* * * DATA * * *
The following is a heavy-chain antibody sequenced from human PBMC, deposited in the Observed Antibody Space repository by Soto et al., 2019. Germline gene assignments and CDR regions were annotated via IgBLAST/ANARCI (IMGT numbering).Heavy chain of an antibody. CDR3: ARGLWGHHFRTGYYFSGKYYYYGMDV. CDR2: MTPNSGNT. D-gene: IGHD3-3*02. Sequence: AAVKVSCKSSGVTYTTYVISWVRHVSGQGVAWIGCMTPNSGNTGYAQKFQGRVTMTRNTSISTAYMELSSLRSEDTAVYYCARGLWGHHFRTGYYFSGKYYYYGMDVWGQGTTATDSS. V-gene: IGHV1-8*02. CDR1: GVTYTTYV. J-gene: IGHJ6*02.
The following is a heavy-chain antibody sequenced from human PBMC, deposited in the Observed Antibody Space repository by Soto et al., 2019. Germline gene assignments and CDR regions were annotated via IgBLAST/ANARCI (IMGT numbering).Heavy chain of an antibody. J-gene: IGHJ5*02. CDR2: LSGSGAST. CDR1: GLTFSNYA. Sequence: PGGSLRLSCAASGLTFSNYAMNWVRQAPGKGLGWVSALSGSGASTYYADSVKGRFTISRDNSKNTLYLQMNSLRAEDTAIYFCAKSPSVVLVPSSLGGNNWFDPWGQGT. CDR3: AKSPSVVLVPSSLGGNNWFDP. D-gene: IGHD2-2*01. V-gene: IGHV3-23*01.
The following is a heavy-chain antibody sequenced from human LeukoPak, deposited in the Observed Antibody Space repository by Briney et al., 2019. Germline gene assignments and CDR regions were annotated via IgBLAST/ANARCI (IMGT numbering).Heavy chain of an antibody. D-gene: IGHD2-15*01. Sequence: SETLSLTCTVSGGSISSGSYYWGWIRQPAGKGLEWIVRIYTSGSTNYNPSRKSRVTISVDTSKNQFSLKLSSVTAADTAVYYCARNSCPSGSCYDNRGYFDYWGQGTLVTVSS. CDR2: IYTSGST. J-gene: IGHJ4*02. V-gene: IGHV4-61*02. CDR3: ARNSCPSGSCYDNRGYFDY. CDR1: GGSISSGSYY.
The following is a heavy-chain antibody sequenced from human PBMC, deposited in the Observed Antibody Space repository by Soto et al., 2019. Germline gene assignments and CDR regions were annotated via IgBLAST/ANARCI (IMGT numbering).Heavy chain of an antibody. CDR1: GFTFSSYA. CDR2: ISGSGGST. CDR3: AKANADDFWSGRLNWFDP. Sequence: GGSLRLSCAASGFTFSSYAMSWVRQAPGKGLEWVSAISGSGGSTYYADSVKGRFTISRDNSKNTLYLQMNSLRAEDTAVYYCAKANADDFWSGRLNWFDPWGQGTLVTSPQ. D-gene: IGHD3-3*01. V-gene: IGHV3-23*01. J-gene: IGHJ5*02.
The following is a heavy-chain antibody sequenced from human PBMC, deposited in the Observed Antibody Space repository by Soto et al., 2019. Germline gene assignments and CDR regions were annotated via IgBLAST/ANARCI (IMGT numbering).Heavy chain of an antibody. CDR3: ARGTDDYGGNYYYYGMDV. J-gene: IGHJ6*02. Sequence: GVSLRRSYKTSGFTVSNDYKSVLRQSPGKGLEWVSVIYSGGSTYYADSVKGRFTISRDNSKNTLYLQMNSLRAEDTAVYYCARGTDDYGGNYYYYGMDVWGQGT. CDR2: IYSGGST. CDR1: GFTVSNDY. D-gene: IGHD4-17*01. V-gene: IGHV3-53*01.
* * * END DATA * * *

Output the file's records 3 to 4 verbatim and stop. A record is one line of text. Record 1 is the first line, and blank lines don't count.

The following is a heavy-chain antibody sequenced from human LeukoPak, deposited in the Observed Antibody Space repository by Briney et al., 2019. Germline gene assignments and CDR regions were annotated via IgBLAST/ANARCI (IMGT numbering).Heavy chain of an antibody. D-gene: IGHD2-15*01. Sequence: SETLSLTCTVSGGSISSGSYYWGWIRQPAGKGLEWIVRIYTSGSTNYNPSRKSRVTISVDTSKNQFSLKLSSVTAADTAVYYCARNSCPSGSCYDNRGYFDYWGQGTLVTVSS. CDR2: IYTSGST. J-gene: IGHJ4*02. V-gene: IGHV4-61*02. CDR3: ARNSCPSGSCYDNRGYFDY. CDR1: GGSISSGSYY.
The following is a heavy-chain antibody sequenced from human PBMC, deposited in the Observed Antibody Space repository by Soto et al., 2019. Germline gene assignments and CDR regions were annotated via IgBLAST/ANARCI (IMGT numbering).Heavy chain of an antibody. CDR1: GFTFSSYA. CDR2: ISGSGGST. CDR3: AKANADDFWSGRLNWFDP. Sequence: GGSLRLSCAASGFTFSSYAMSWVRQAPGKGLEWVSAISGSGGSTYYADSVKGRFTISRDNSKNTLYLQMNSLRAEDTAVYYCAKANADDFWSGRLNWFDPWGQGTLVTSPQ. D-gene: IGHD3-3*01. V-gene: IGHV3-23*01. J-gene: IGHJ5*02.